Shayne Confer

Defense Date


Graduation Date

Fall 2009


Immediate Access

Submission Type


Degree Name





McAnulty College and Graduate School of Liberal Arts

Committee Chair

Bernard Beranek

Committee Member

Stuart Kurland

Committee Member

Laura Engel

Committee Member

Albert Labriola


Greene, Robert, Jonson, Ben, magus, Marlowe, Christopher, Munday, Anthony, occult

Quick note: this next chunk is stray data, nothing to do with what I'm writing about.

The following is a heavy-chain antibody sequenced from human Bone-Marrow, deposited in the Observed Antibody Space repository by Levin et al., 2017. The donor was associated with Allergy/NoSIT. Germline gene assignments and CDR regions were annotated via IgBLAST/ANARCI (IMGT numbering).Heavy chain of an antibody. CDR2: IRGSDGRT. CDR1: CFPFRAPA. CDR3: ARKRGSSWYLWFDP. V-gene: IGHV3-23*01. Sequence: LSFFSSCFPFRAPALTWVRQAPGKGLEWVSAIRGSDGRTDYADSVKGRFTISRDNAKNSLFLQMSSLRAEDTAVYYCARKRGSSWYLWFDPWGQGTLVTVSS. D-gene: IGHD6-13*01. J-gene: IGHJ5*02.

The enormous amount of research on the subject of early modern magic indicates clearly that magical thought occupied a significant place in contemporary mental patterns. Its existence was widespread enough to cause popular prejudice against its most esoteric forms combined with tacit acceptance of "folk" magic, the kind employed by local men and women for the benefit of their neighbors. The early playwrights who dramatized the magus were thus fairly constricted in how the magus could appear without unduly scandalizing the popular audience. Robert Greene, Anthony Munday, and Christopher Marlowe all drew upon characters from popular chapbook romances and dramatized them in accordance with audience expectations, demonizing them when their aims became selfish or esoteric and applauding them when the magic was used to benefit the community. These plays achieved great success and spawned a host of imitations. This essentially created a sub-genre of the "magus play" that established a self-perpetuating theatrical tradition formed largely by audience prejudice. As this prejudice began to wane (for reasons still only partially understood), later dramatists such as Shakespeare and Jonson found themselves in possession of an increasingly stale tradition that had become shackled to a public morality no longer in existence. They were then capable of utilizing the outer shell of the tradition to take the magus play in shocking new directions, alternately adapting and utilizing its generic conventions to create a new theatrical experience for what had by then become a largely upscale audience. The magus is perhaps the best figure to explain how the taste and prejudice of the popular audiences of the 1580s and 1590s influenced the development of the later Jacobean private theater.